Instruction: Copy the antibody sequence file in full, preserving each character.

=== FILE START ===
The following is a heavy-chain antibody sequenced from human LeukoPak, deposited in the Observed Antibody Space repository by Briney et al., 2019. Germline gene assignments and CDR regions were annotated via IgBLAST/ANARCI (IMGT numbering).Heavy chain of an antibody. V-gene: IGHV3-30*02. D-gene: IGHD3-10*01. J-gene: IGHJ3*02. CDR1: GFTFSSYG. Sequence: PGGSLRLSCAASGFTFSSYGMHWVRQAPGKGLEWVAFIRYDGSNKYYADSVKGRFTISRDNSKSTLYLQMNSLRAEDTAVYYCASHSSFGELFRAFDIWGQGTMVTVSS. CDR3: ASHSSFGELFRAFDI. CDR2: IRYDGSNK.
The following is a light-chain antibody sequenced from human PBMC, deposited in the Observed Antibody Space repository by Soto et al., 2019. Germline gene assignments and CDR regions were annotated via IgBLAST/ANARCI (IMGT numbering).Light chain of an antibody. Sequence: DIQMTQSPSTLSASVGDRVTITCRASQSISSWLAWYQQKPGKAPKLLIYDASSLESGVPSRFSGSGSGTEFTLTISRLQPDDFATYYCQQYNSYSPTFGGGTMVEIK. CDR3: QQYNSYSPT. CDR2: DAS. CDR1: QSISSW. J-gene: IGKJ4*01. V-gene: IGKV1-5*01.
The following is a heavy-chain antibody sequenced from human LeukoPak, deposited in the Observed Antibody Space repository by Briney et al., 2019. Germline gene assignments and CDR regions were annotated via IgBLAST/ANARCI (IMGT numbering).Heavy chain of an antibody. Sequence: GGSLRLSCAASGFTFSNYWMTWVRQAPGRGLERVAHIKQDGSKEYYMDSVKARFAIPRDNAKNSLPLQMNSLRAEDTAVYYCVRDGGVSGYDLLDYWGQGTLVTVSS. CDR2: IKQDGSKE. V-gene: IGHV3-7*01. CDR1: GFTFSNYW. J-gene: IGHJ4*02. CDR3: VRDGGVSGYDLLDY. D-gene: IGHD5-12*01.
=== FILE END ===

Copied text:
The following is a heavy-chain antibody sequenced from human LeukoPak, deposited in the Observed Antibody Space repository by Briney et al., 2019. Germline gene assignments and CDR regions were annotated via IgBLAST/ANARCI (IMGT numbering).Heavy chain of an antibody. V-gene: IGHV3-30*02. D-gene: IGHD3-10*01. J-gene: IGHJ3*02. CDR1: GFTFSSYG. Sequence: PGGSLRLSCAASGFTFSSYGMHWVRQAPGKGLEWVAFIRYDGSNKYYADSVKGRFTISRDNSKSTLYLQMNSLRAEDTAVYYCASHSSFGELFRAFDIWGQGTMVTVSS. CDR3: ASHSSFGELFRAFDI. CDR2: IRYDGSNK.
The following is a light-chain antibody sequenced from human PBMC, deposited in the Observed Antibody Space repository by Soto et al., 2019. Germline gene assignments and CDR regions were annotated via IgBLAST/ANARCI (IMGT numbering).Light chain of an antibody. Sequence: DIQMTQSPSTLSASVGDRVTITCRASQSISSWLAWYQQKPGKAPKLLIYDASSLESGVPSRFSGSGSGTEFTLTISRLQPDDFATYYCQQYNSYSPTFGGGTMVEIK. CDR3: QQYNSYSPT. CDR2: DAS. CDR1: QSISSW. J-gene: IGKJ4*01. V-gene: IGKV1-5*01.
The following is a heavy-chain antibody sequenced from human LeukoPak, deposited in the Observed Antibody Space repository by Briney et al., 2019. Germline gene assignments and CDR regions were annotated via IgBLAST/ANARCI (IMGT numbering).Heavy chain of an antibody. Sequence: GGSLRLSCAASGFTFSNYWMTWVRQAPGRGLERVAHIKQDGSKEYYMDSVKARFAIPRDNAKNSLPLQMNSLRAEDTAVYYCVRDGGVSGYDLLDYWGQGTLVTVSS. CDR2: IKQDGSKE. V-gene: IGHV3-7*01. CDR1: GFTFSNYW. J-gene: IGHJ4*02. CDR3: VRDGGVSGYDLLDY. D-gene: IGHD5-12*01.